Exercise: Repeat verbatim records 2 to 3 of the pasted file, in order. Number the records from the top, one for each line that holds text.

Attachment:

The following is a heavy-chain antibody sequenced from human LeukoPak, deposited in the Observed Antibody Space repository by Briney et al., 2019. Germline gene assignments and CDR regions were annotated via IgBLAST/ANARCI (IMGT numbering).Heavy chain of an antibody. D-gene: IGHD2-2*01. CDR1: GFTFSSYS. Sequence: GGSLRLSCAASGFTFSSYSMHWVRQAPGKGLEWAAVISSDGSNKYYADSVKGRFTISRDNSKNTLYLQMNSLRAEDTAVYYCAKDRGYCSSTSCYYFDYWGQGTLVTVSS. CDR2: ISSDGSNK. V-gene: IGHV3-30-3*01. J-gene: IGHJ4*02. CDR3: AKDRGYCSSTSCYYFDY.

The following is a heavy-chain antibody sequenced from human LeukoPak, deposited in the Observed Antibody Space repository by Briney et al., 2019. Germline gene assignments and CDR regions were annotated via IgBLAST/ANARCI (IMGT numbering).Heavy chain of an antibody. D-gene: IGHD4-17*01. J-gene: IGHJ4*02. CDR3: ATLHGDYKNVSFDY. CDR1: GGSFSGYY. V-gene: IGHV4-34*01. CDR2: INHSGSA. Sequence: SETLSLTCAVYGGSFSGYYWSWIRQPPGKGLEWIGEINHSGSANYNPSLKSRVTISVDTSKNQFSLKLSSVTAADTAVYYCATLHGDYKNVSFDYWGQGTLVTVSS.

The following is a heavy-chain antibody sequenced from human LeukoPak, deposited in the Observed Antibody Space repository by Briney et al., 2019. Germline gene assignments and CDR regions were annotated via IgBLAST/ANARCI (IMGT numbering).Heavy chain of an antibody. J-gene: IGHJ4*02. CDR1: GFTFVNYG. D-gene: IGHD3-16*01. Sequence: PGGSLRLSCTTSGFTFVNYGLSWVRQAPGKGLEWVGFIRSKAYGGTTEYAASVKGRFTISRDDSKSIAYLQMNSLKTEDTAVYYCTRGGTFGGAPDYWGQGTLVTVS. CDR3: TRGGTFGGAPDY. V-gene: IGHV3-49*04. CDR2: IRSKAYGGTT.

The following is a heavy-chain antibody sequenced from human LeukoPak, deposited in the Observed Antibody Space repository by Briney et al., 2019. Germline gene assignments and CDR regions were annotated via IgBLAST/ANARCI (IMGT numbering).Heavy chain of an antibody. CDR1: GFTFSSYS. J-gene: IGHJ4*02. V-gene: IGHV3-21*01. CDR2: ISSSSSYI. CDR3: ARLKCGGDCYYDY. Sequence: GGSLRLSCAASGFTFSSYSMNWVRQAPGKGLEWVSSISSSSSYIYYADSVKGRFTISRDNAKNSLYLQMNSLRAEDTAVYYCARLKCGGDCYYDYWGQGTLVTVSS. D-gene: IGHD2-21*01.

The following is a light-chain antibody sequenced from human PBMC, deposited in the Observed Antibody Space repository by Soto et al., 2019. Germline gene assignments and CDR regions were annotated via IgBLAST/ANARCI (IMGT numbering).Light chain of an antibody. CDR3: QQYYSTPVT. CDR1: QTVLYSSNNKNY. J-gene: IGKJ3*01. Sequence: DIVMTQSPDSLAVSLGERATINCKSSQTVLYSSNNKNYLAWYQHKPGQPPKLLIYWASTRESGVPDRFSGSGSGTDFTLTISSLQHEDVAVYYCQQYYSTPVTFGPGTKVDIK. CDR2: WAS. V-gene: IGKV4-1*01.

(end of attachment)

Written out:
The following is a heavy-chain antibody sequenced from human LeukoPak, deposited in the Observed Antibody Space repository by Briney et al., 2019. Germline gene assignments and CDR regions were annotated via IgBLAST/ANARCI (IMGT numbering).Heavy chain of an antibody. D-gene: IGHD4-17*01. J-gene: IGHJ4*02. CDR3: ATLHGDYKNVSFDY. CDR1: GGSFSGYY. V-gene: IGHV4-34*01. CDR2: INHSGSA. Sequence: SETLSLTCAVYGGSFSGYYWSWIRQPPGKGLEWIGEINHSGSANYNPSLKSRVTISVDTSKNQFSLKLSSVTAADTAVYYCATLHGDYKNVSFDYWGQGTLVTVSS.

The following is a heavy-chain antibody sequenced from human LeukoPak, deposited in the Observed Antibody Space repository by Briney et al., 2019. Germline gene assignments and CDR regions were annotated via IgBLAST/ANARCI (IMGT numbering).Heavy chain of an antibody. J-gene: IGHJ4*02. CDR1: GFTFVNYG. D-gene: IGHD3-16*01. Sequence: PGGSLRLSCTTSGFTFVNYGLSWVRQAPGKGLEWVGFIRSKAYGGTTEYAASVKGRFTISRDDSKSIAYLQMNSLKTEDTAVYYCTRGGTFGGAPDYWGQGTLVTVS. CDR3: TRGGTFGGAPDY. V-gene: IGHV3-49*04. CDR2: IRSKAYGGTT.